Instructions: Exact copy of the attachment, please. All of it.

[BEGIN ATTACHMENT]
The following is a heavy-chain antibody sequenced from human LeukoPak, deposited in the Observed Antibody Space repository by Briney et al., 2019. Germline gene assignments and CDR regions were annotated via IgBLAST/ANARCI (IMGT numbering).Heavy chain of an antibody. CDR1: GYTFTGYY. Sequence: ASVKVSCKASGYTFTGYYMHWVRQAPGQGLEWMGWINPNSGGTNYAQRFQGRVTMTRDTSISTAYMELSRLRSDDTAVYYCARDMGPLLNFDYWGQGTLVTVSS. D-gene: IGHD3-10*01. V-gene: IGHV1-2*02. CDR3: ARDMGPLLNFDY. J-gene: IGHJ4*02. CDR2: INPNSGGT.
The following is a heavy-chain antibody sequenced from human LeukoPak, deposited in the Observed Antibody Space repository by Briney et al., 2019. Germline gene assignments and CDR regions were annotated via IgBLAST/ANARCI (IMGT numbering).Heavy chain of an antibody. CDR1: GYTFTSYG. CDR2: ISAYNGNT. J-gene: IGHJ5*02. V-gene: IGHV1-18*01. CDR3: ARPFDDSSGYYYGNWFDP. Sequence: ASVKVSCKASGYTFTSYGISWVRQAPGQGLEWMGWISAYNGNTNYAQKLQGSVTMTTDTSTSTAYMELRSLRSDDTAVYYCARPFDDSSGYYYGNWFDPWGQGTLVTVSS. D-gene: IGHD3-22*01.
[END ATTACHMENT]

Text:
The following is a heavy-chain antibody sequenced from human LeukoPak, deposited in the Observed Antibody Space repository by Briney et al., 2019. Germline gene assignments and CDR regions were annotated via IgBLAST/ANARCI (IMGT numbering).Heavy chain of an antibody. CDR1: GYTFTGYY. Sequence: ASVKVSCKASGYTFTGYYMHWVRQAPGQGLEWMGWINPNSGGTNYAQRFQGRVTMTRDTSISTAYMELSRLRSDDTAVYYCARDMGPLLNFDYWGQGTLVTVSS. D-gene: IGHD3-10*01. V-gene: IGHV1-2*02. CDR3: ARDMGPLLNFDY. J-gene: IGHJ4*02. CDR2: INPNSGGT.
The following is a heavy-chain antibody sequenced from human LeukoPak, deposited in the Observed Antibody Space repository by Briney et al., 2019. Germline gene assignments and CDR regions were annotated via IgBLAST/ANARCI (IMGT numbering).Heavy chain of an antibody. CDR1: GYTFTSYG. CDR2: ISAYNGNT. J-gene: IGHJ5*02. V-gene: IGHV1-18*01. CDR3: ARPFDDSSGYYYGNWFDP. Sequence: ASVKVSCKASGYTFTSYGISWVRQAPGQGLEWMGWISAYNGNTNYAQKLQGSVTMTTDTSTSTAYMELRSLRSDDTAVYYCARPFDDSSGYYYGNWFDPWGQGTLVTVSS. D-gene: IGHD3-22*01.